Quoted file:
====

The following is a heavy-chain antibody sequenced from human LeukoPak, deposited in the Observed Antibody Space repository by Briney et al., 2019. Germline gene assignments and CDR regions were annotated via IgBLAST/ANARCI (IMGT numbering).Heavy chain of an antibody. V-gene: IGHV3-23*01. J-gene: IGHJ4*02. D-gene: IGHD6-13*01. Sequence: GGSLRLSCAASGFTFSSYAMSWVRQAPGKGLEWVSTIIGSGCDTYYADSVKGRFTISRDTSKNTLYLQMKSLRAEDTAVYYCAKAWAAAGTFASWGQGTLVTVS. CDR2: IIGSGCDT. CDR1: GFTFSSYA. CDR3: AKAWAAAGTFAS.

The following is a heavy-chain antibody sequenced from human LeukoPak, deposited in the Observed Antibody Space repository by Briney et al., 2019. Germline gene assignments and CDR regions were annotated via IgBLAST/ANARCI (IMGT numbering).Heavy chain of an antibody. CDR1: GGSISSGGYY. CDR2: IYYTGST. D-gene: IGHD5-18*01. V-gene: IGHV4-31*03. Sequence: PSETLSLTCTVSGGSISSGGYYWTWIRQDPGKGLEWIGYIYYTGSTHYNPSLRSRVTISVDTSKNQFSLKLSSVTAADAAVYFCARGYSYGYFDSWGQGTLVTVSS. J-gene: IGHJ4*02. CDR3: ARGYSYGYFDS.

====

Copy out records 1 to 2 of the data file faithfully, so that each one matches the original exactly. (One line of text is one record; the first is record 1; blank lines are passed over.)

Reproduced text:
The following is a heavy-chain antibody sequenced from human LeukoPak, deposited in the Observed Antibody Space repository by Briney et al., 2019. Germline gene assignments and CDR regions were annotated via IgBLAST/ANARCI (IMGT numbering).Heavy chain of an antibody. V-gene: IGHV3-23*01. J-gene: IGHJ4*02. D-gene: IGHD6-13*01. Sequence: GGSLRLSCAASGFTFSSYAMSWVRQAPGKGLEWVSTIIGSGCDTYYADSVKGRFTISRDTSKNTLYLQMKSLRAEDTAVYYCAKAWAAAGTFASWGQGTLVTVS. CDR2: IIGSGCDT. CDR1: GFTFSSYA. CDR3: AKAWAAAGTFAS.

The following is a heavy-chain antibody sequenced from human LeukoPak, deposited in the Observed Antibody Space repository by Briney et al., 2019. Germline gene assignments and CDR regions were annotated via IgBLAST/ANARCI (IMGT numbering).Heavy chain of an antibody. CDR1: GGSISSGGYY. CDR2: IYYTGST. D-gene: IGHD5-18*01. V-gene: IGHV4-31*03. Sequence: PSETLSLTCTVSGGSISSGGYYWTWIRQDPGKGLEWIGYIYYTGSTHYNPSLRSRVTISVDTSKNQFSLKLSSVTAADAAVYFCARGYSYGYFDSWGQGTLVTVSS. J-gene: IGHJ4*02. CDR3: ARGYSYGYFDS.